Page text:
What to bring to a gig

Backup instruments are important! This is the night Chris broke his snare drum for the third time in Atlantic City.

If you’re a touring band and you’re serious about getting yourself out there, you’re going to book all sorts of shows in all sorts of locations. Chris and I have played large rock clubs, dark and dingy basements, smoky dive bars, a tattoo shop (twice!), coffee houses, living rooms, the middle of a field in Aroostook County Maine, and in a couple of weeks we’ll be in the shop window of a popular downtown Bangor business. Some places will have a full sound system with excellent monitors and other places won’t have any means for you to amplify your sound. So here are some essentials to bring to a gig, or at least have in your vehicle during a tour.
1.  Ear Plugs – Save your ears. By all means take them out for your set, but I’ve had way too many paper napkins stuffed in my ears over the years which is not only an uncomfortable situation, but also not very effective.

2.  Extra nine-volt batteries – If you play a stringed instrument that has to be tuned, then you most likely have a tuner that takes 9V batteries. And even if you have a power adaptor, trust me, they can break. (Free Range ‘12!!) And the more you play, the more wear and tear you put on your equipment, and the more likely it is to break and or run out of juice!

3.  A water bottle – Most places you play will give you a glass of water. But glasses of water are easily knocked over, so having a bottle of water is a good choice.

4.  At least two extension cords and one power strip – There’s not always electricity where you need it, so be prepared to rearrange the electronic layout to suite your needs!

5.  Extra quarter-inch cables – See #1: Cables go bad, and the more you play, the more likely they are to crap out.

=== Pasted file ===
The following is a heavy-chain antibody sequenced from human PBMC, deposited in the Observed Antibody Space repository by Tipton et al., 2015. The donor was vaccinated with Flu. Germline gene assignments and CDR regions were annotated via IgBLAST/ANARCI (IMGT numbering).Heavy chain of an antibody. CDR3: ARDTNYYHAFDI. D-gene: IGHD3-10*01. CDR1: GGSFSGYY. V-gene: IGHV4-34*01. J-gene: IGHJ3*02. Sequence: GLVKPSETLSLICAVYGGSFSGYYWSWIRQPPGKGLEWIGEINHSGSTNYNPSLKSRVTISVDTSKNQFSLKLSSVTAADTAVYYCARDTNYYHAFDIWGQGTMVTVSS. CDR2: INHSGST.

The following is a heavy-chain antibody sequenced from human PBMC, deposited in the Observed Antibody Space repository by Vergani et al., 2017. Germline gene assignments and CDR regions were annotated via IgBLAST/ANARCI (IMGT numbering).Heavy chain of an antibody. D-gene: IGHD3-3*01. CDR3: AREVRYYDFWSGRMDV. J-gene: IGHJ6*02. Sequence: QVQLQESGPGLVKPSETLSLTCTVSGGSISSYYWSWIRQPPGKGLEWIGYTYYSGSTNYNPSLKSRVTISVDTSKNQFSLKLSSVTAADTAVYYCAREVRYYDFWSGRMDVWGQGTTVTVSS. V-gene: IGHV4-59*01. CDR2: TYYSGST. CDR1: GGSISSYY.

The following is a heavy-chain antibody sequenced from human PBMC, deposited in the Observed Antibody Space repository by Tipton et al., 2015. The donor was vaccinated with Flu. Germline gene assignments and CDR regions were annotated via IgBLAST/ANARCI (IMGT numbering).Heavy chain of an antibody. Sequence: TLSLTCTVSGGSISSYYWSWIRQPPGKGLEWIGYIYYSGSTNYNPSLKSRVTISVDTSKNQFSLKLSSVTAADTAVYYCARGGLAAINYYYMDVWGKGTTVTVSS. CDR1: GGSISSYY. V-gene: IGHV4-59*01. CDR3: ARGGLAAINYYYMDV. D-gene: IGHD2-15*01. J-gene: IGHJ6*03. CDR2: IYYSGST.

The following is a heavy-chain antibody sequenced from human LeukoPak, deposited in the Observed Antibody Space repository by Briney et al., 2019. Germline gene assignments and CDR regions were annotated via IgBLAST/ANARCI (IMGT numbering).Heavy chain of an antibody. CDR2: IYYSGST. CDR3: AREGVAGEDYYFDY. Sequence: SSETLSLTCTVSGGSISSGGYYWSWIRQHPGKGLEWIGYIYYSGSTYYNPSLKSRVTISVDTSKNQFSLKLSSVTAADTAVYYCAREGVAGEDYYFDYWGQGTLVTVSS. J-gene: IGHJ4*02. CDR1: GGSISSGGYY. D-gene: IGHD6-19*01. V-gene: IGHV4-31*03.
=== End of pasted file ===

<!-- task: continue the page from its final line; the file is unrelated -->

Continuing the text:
6.  Extra strings, picks, drum sticks, snares, moon gel, (reeds if you play woodwind etc) – You can never have too many of those little things that can break or get lost in between gigs.

7.  Back up instruments (if possible). – We bring an extra guitar and extra snare drum to all our gigs, and it’s invaluable. Chris has broken his snare drum THREE times in the past two years during gigs! Also, if you’re playing a show where someone really wants to get on stage to play a song and just “borrow” your guitar…it definitely helps to have a back-up that you’re willing to subject to the sweat of another.

8.  Mailing List/Pens – Believe it or not, some people will like you enough to want to see your band again. Have a mailing list available for people to sign. Our mailing list includes a place for “comments” which has been, well, interesting!

9.  Business Cards – This is one of the best purchases we’ve made in the past year. Our pal Jacob Augustine has postcards he gives away at shows which serve the same basic purpose. It’s invaluable to be able to hand someone a well designed piece of paper with your basic info on it!

10.  Mic, cable, stand – Again, who knows what you’ll encounter or when you’ll have the opportunity to play somewhere unexpected along your tour. Be ready to sing at the drop of a hat!

11.  xlr to quarter-inch converter – So you’re playing a house show! Congrats! You will most likely play for an enthusiastic group of people who will feed you and put whatever bills they have in their pockets into your tip jar! Of course, not every living room has a PA system tucked in next to the flat screen. So if you have an xlr to quarter-inch converter you can plug your mic into a guitar amp and you’re ready to go!

12.  Tip Jar – I finally got hip to the tip jar after a young man threw a ten-dollar bill at our feet while we were mid-song. Also our pals Aloud from Boston always leave the tip jar out. Sometimes people really do want to help out even if they don’t want to buy your schwag.

13.  Drum rug – No drummer wants to experience the wandering bass drum. Keep that kit in place through the power of friction!

14.  Change of clothes – There’s nothing worse than picking out your favorite vintage Pearl

Jam tee to wear to a show just to drip catsup or spill a pint of lager on it before your set. Also, when it’s 101 degrees at 11pm in Lexington Kentucky on a June night and there’s no AC, you’re going to want to slip into something dry after you’re done playing!!

And as always, my best advice for any musician is this: Answer all phone calls, texts and emails as soon as you possibly can.

Now get out there and have the time of your life!